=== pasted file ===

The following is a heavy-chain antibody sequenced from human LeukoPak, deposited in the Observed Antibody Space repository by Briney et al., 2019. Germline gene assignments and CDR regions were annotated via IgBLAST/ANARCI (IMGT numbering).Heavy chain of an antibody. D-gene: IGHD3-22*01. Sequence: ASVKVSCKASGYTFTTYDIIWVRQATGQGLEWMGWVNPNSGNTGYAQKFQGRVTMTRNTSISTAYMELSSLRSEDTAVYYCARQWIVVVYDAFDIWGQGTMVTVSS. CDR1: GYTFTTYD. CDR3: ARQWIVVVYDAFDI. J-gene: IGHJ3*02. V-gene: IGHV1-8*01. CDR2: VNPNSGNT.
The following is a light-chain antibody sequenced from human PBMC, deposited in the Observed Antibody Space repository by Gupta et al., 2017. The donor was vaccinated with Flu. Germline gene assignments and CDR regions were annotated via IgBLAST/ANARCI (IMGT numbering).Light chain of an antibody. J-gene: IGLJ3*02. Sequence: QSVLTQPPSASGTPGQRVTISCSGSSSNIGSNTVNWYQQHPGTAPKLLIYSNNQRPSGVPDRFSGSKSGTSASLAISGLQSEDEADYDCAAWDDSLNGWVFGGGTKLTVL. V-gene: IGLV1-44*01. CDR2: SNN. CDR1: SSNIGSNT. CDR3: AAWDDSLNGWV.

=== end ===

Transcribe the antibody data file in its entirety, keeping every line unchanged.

The following is a heavy-chain antibody sequenced from human LeukoPak, deposited in the Observed Antibody Space repository by Briney et al., 2019. Germline gene assignments and CDR regions were annotated via IgBLAST/ANARCI (IMGT numbering).Heavy chain of an antibody. D-gene: IGHD3-22*01. Sequence: ASVKVSCKASGYTFTTYDIIWVRQATGQGLEWMGWVNPNSGNTGYAQKFQGRVTMTRNTSISTAYMELSSLRSEDTAVYYCARQWIVVVYDAFDIWGQGTMVTVSS. CDR1: GYTFTTYD. CDR3: ARQWIVVVYDAFDI. J-gene: IGHJ3*02. V-gene: IGHV1-8*01. CDR2: VNPNSGNT.
The following is a light-chain antibody sequenced from human PBMC, deposited in the Observed Antibody Space repository by Gupta et al., 2017. The donor was vaccinated with Flu. Germline gene assignments and CDR regions were annotated via IgBLAST/ANARCI (IMGT numbering).Light chain of an antibody. J-gene: IGLJ3*02. Sequence: QSVLTQPPSASGTPGQRVTISCSGSSSNIGSNTVNWYQQHPGTAPKLLIYSNNQRPSGVPDRFSGSKSGTSASLAISGLQSEDEADYDCAAWDDSLNGWVFGGGTKLTVL. V-gene: IGLV1-44*01. CDR2: SNN. CDR1: SSNIGSNT. CDR3: AAWDDSLNGWV.